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    Wait, I read that wrong. It's way huger than Neptune. The breadth of the ring is similar to the diameter of Neptune, and the diameter is 4.5 million km?? It's 3.2 times the diameter of the Sun!
    – endolith
    Commented Dec 5, 2015 at 5:17
  • A very impressive structure indeed!
    – Cupit
    Commented Feb 1, 2019 at 15:12
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    @endolith but much smaller than the Ringworld.
    – Spencer
    Commented May 18, 2022 at 12:07

Here's how Banks describes Orbitals himself, in his essay A Few Notes On The Culture :

Perhaps the easiest way to envisage an Orbital is to compare it to the idea that inspired it (this sounds better than saying; Here's where I stole it from). If you know what a Ringworld is - invented by Larry Niven; a segment of a Dyson Sphere - then just discard the shadow-squares, shrink the whole thing till it's about three million kilometres across, and place in orbit around a suitable star, tilted just off the ecliptic; spin it to produce one gravity and that gives you an automatic 24-hour day-night cycle (roughly; the Culture's day is actually a bit longer). An elliptical orbit provides seasons.

  • This is the most accurate representation, explaining every aspect of the device including its weather, gravity and seasons. My only worry is the size and energy output of the star. I am left to assume there is a means to protect the populace from the high levels of radiation from a star the size of our sun. Commented Nov 11, 2014 at 21:34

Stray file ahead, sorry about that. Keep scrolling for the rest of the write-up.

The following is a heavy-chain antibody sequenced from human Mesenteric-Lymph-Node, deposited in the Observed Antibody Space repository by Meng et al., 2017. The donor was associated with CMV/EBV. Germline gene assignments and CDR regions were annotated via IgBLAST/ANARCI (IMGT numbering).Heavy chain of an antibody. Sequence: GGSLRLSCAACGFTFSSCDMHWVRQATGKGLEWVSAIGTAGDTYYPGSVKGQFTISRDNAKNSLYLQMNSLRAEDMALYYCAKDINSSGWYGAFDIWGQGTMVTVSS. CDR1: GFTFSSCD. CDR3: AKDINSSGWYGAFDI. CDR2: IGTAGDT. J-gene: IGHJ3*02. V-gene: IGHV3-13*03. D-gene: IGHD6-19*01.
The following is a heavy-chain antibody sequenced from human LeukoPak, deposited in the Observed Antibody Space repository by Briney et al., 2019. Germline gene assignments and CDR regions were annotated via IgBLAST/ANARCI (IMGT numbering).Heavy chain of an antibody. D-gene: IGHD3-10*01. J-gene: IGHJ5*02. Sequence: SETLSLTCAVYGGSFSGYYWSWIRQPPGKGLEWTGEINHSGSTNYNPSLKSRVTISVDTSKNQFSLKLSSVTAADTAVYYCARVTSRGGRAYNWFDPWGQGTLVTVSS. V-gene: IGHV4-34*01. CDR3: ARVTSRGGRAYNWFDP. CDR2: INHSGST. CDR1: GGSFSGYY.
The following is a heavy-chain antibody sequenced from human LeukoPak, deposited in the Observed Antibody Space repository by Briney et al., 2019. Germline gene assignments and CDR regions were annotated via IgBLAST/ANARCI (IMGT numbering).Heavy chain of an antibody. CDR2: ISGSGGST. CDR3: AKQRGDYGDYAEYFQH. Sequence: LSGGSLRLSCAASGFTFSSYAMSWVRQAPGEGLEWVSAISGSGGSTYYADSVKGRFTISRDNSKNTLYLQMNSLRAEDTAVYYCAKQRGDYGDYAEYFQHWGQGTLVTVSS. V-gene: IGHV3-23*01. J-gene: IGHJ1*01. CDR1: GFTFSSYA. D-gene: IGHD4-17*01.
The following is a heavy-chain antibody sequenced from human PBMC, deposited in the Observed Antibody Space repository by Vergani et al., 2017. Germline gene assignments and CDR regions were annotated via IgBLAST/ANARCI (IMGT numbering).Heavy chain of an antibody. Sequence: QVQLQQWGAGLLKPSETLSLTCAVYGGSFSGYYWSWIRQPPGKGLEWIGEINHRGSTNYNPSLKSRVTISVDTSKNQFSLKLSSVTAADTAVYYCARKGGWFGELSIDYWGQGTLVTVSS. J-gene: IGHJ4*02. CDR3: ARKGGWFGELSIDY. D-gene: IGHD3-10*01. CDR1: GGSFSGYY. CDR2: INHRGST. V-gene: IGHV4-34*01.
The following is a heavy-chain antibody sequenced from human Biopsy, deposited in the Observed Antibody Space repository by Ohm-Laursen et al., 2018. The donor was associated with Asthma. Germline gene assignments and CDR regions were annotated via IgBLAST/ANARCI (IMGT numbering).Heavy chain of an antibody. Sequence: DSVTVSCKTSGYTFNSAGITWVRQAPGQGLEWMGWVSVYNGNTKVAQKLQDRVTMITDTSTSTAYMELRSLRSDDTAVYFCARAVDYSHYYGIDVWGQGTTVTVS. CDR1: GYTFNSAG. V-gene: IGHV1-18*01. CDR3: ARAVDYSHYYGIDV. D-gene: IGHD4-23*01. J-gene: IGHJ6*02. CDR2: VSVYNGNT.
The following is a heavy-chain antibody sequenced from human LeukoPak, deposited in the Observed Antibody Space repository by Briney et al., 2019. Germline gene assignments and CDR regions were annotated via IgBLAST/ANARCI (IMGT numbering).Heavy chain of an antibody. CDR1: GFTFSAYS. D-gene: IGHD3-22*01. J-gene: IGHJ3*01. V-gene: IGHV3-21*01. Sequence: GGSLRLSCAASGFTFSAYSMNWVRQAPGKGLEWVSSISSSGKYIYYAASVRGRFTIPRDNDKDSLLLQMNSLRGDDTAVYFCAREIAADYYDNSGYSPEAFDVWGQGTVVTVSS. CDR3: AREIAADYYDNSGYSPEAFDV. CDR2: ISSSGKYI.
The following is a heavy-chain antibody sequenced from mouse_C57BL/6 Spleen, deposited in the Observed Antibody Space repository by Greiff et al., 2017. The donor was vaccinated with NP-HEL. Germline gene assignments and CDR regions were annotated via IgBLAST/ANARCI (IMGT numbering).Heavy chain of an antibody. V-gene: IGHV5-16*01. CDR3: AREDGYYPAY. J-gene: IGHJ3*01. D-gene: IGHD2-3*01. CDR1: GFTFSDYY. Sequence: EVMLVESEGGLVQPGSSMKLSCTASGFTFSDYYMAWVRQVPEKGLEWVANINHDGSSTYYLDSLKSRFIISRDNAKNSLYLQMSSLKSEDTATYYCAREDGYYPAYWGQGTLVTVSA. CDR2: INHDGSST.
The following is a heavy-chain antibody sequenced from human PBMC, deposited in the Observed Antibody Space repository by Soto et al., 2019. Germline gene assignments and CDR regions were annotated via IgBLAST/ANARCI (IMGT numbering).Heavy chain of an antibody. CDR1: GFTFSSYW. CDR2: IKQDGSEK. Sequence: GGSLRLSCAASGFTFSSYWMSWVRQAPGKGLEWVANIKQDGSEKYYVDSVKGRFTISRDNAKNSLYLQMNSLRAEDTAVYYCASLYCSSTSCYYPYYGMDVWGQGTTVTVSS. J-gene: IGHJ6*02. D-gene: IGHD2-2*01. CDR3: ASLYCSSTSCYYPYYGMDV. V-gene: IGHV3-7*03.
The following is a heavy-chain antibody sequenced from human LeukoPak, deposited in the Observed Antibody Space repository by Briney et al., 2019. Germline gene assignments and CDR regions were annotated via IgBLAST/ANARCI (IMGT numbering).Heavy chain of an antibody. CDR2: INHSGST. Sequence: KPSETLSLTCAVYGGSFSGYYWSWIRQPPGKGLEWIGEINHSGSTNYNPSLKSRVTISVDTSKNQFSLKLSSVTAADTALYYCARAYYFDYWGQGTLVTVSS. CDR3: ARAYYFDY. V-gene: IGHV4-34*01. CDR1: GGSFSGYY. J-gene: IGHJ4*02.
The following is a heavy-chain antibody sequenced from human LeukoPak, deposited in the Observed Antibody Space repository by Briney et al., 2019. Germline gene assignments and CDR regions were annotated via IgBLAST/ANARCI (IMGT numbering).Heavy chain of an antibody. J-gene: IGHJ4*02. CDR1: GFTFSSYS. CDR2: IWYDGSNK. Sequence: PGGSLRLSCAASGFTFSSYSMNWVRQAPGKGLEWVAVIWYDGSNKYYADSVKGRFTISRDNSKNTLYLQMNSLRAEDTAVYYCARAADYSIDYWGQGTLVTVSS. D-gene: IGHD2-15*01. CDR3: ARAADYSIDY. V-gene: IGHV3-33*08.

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    @Thaddeus The ring is in orbit around a star, it doesn't have a star in the center of the ring. It's in an orbit similar to that of a planet. "One thing almost every Orbital ... does have, is a Hub. ... the Hub sits in the centre of the Orbital, equidistant from all parts of the main circumferential structure (but not physically joined to it, normally). The Hub is where the Orbital's controlling AI (often a Mind) usually exists"
    – endolith
    Commented Dec 5, 2015 at 5:18
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    Don't forget that The Culture have crazy forcefield tech. To the that point that GSVs don't even have physical hulls anymore, it's all forecfields. Solar radiation would be trivial to them.
    – Cupit
    Commented Feb 1, 2019 at 15:23

I think it is clear from the Culture novels that there are various mega-structures that are found in the culture universe, including spheres, rings, orbitals, shellworlds and mega-ships like GSVs that can accommodate billions of people themselves.

It seems clear from their regular appearance in the novels, that orbitals are relatively common. @DanielRoseman's excellent answer quoting Banks describes that pretty well - but from this description and the novels we find that Orbitals are ring shaped structures, in orbit around a star (not surrounding a star). They are sometimes complete and continuous (like Vavatch) and sometimes not complete or finished, and comprise 'plates' that people live on - such as the Chiark Orbital from Player Of Games. Orbitals tend to have a 'hub' comprising a mind located at the point that it revolves around.